They often confuse their audiences by presenting too much information and too many details, using PowerPoint slides that are too complicated.
And when you confuse your audience, you lose them.
People will try to understand what you’re talking about…to a point. And then, if you continue to confuse them, they stop listening. And they stop caring about you and what you want of them. They get frustrated, and maybe even angry, because you’ve wasted their time.
The problem is, you’re often presenting complex, even sophisticated information to people who may be smart and highly skilled, but not in your field. They don’t have your background, your knowledge, your technical experience and expertise. Yet you still need their cooperation and, sometimes, their support.
Confronted with this situation, you may be tempted to “dumb down” your material. Dumbing down usually involves over-simplifying ideas. It makes you feel as if you’ve done an injustice to your idea, and it makes your audience feel patronized.
DUMB DOWN: to lower the level of difficulty and the intellectual content of (as a textbook); also: to lower the general level of intelligence in <the dumbing down of society> – Merriam-Webster
The antidote to confusing your audience isn’t to dumb down your material. The antidote is to clarify it.
7 Ways to Clarify Technical Material without Dumbing It Down
- Define your terms and acronyms.
- Begin with the conclusion.
Don’t lead off by presenting all of the evidence (usually too much) and then drawing your conclusion. (That’s the basis of doing good science, not of making a good presentation.) State your conclusion; then follow up with enough — not too much — evidence to support that conclusion.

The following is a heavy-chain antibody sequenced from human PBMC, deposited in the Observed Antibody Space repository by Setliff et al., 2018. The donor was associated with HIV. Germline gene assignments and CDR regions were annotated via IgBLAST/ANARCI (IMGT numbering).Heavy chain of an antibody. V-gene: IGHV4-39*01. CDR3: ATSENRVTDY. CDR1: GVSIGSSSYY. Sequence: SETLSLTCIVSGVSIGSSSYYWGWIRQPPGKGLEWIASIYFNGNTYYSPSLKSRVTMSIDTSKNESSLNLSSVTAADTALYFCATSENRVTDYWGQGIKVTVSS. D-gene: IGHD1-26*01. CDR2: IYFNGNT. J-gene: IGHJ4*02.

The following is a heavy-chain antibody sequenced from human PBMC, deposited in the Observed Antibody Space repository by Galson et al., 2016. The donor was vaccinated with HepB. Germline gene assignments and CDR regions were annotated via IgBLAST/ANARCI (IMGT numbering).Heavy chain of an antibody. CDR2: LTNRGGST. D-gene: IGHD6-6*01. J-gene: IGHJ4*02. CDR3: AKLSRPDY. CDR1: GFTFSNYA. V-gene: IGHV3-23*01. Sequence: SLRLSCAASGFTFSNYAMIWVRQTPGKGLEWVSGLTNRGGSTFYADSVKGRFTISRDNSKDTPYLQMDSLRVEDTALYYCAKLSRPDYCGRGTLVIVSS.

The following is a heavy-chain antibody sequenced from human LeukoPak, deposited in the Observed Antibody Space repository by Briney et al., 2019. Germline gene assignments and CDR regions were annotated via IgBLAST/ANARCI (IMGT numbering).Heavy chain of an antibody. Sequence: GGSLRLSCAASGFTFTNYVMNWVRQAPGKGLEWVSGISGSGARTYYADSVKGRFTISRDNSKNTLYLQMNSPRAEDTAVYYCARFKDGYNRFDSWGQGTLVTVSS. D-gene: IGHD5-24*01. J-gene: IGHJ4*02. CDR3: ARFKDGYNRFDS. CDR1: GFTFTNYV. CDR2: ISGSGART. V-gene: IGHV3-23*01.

- Make additional information available…off-line.
You can distribute support material, as much as you want, before your presentation or following it. Or you can make it available as an appendix at the end of your presentation. Just don’t feel the need to review it all during your presentation.
- Break complex material down into smaller parts.
“Complex,” by definition, means “to be made up of interrelated parts.” So make complex material clearer by bringing it down into its various components and explaining them one by one.
- Make use of Q&A.
After talking for 8 to 10 minutes, take a break. Ask, “What questions do you have?” Doing so allows your audience to organize their thoughts. And it lets you check for how well they understand what you said. Getting a lot of (intelligent) questions is a good thing. If people don’t ask any questions, it’s usually because they’re so confused they don’t even know where to begin or because they don’t care. Neither of which is a good thing.
Show and tell worked for kids in kindergarten. It works for adults. Demonstrate your product, process, or procedure, explaining each step or component as you go along. Even better: let them use it.
People don’t listen well. They phase in and out as you’re speaking. So repeat your main points. Tell people what you’re going to say. Say it. Then summarize what you’ve said.
Don’t dumb down your material. Clarify it.